The following is a guest post by Nate Palmer.
You may also enjoy reading our earlier post on how to get personal training clients in addition to this one.
The first workout.
It's where we are expected to wow clients with our knowledge, techniques, and results. It's where we are supposed to show them that we're different, and better. In one workout the goal is often to sell them on a large package, and become a long-term personal training client.
Whether you call it "assessment" or "consultation", this is when we're expected to convince the client that we're worth it, know what we're talking about to get them to their goals.
So here are four ways you can show prospective clients that you really know your stuff, while simultaneously helping them feel better, or teaching a valuable training principle. You establish yourself as the expert, but you've also helped them in a way that they'll never forget. A win-win situation.
Be sure to try these out before you use them on potential clients, so you know what to expect.
Teach Myofacial Release with a Strict Hamstring Stretch
Have your client keep a neutral spine and bend forward at the waist to try and touch their toes. Don't let the back round out. Mark or make note of how far their hands were able to reach.
Next, have them roll the bottom of their bare feet out with a tennis or lacrosse ball, from the heel to the pad of the foot. Be aware, this might cause them a great deal of pain. Do this for 90 seconds a side.
Now retest the flat back hamstring test. There should be marked improvement. Now, not only does your client love you, but it allows you to teach the importance of foam rolling/self-myofascial release.
Teach Abdominal Bracing with a Towel
A must-do for clients with low back pain. Lay the client on their back with their knees up and heels close to their butt, as if doing a hip bridge. Lay a towel underneath their lumbar spine and instruct them to press their low back into the ground while you attempt to gently pull the towel out from under them. The idea is to have them engaging their pelvic floor and transverse abdominus. The towel should not move.
Once they've been able to grasp this concept, have them either stand up and demonstrate, or continue, by resting a light dumbbell (15-25lbs) on their stomach and encouraging them to hold them dumbbell out with their midsection, not allowing it to 'crush them'.
If they're successful, have them return to a position that was previously uncomfortable while bracing their midsection like they learned on the floor.
Viola! No more back pain.
Use this as a transition into teaching deadlifts and squats.
Teach Full Body Tension with a Handshake.
Full body tension is helpful in increasing overall strength and staying safe from injury. Grab another volunteer or have them do these techniques to you. I've found this works best with women, and not with men who are already strong.
Test: Have your client grab your hand and squeeze it as hard as possible. Provide resistance, but don't match their intensity.
Now very briefly, provide instructions on how to tighten up their core, glutes, and quads.
Retest: Have them squeeze your hand again, with all of these muscles engaged and tight. Have them and the volunteer note the huge difference in pressure from the first to the second time.
For just a little bit more, have them try again with everything tight, and then have them squeeze their opposite hand into a fist and hold that tight as well. They should be able to feel a difference in the pressure. If you really want to hammer the point in have them perform an exercise with fat gripz and then have them perform the same exercise without.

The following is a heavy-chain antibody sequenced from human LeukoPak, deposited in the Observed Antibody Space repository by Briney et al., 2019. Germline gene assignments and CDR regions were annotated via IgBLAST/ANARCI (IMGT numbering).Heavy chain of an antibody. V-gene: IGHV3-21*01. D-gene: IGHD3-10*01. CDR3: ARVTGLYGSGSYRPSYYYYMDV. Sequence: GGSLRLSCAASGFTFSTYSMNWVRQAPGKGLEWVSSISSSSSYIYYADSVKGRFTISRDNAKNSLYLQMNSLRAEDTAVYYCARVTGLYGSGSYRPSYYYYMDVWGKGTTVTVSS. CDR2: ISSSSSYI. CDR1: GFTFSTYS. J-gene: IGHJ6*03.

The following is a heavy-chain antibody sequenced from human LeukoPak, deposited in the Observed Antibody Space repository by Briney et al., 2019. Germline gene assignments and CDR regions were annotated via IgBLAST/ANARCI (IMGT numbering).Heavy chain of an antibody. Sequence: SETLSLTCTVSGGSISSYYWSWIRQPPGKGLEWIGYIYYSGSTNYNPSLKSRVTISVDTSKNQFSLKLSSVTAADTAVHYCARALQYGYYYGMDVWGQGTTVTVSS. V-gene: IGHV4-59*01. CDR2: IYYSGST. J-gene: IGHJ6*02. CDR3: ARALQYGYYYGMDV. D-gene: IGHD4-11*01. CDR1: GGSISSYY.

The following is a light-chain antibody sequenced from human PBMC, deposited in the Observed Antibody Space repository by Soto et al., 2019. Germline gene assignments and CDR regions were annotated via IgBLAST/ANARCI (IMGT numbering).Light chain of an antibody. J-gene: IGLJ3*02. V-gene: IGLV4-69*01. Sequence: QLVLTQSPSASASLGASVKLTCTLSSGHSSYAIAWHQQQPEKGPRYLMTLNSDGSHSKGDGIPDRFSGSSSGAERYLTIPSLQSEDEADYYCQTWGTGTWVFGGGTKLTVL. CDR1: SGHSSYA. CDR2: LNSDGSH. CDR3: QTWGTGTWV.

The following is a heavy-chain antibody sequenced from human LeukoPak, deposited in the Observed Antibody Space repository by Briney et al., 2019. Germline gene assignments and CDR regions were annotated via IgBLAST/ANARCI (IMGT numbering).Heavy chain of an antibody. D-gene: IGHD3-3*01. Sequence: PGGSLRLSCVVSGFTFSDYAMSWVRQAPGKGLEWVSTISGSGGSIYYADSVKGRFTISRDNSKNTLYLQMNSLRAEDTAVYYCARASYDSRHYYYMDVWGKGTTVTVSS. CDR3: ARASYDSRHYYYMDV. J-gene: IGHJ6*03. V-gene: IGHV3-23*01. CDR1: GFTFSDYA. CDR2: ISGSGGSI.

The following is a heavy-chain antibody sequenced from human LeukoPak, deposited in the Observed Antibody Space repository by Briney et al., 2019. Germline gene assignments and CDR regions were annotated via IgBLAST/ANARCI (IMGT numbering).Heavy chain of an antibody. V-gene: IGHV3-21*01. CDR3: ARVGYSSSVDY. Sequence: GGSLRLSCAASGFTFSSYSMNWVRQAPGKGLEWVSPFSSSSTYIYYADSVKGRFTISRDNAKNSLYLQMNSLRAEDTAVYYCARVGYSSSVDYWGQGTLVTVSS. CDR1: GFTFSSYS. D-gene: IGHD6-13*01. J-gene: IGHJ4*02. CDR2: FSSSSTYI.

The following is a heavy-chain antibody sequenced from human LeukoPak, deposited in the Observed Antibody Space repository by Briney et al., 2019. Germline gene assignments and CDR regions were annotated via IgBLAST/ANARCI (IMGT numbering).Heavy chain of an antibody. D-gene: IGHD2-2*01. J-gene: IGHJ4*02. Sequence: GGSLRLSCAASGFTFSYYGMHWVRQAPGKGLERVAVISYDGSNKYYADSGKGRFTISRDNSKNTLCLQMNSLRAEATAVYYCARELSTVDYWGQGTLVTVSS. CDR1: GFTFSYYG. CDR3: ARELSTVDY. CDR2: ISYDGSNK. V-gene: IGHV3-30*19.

This can lead into a discussion about strength, and how with the aid of a trainer, rapid adaptations can be made that are all but impossible by themselves. Another way of doing this is substituting a handshake for a single arm dumbbell overhead press. Conversely, this can be done after teaching the handshake method as a way to make show the practical application.
Alleviate Knee Pain with a Foam Roller
Runner's knee is a overreaching phrase that applies to knee pain that is caused by repetitive use of an incorrect movement pattern. In most non-serious cases, this can manifest as a twinge of pain in the distal medial portion of the knee (below the kneecap on the inside, often in a semi-circle around the inside of the kneecap.)
Often, this is caused by having tight quads, calves and IT bands.
Start by having them show you how they run on a treadmill. Make note of any obvious errors in running (knees falling in, pronation, stomping, etc). Then have them foam roll the IT band and the quads for about 90 seconds each.Make a point to hit the VMO (vastus medialus oblique; the teardrop shaped muscle of the quad on the inside of the leg).
Take them back to the treadmill and have them run again. Cue them to be quiet with their feet - most people stomp when they run, putting more stress into the knee joint. Often times, they can now complete this task pain free.
This can lead to all kinds of different discussions on the importance of having a coach, doing myofacial release, or even why they need to take some time off from running in order to strengthen the muscles of the leg.
Being a personal trainer is hard work. It's nice to be able to have a few handy tricks that can be pulled out at opportune times that help you get and retain clients, while reinforcing the fact that you're the expert that can address their specific concerns.
Nate Palmer is a corrective exercise specialist and flexibility physiologist. He enjoys helping people feel better and move better, and uses his free time to help orchestrate the Washington puppy organ-donor committee. Check out his site: n8 training systems. However, the majority of his articles are rude, and should not be read by anyone.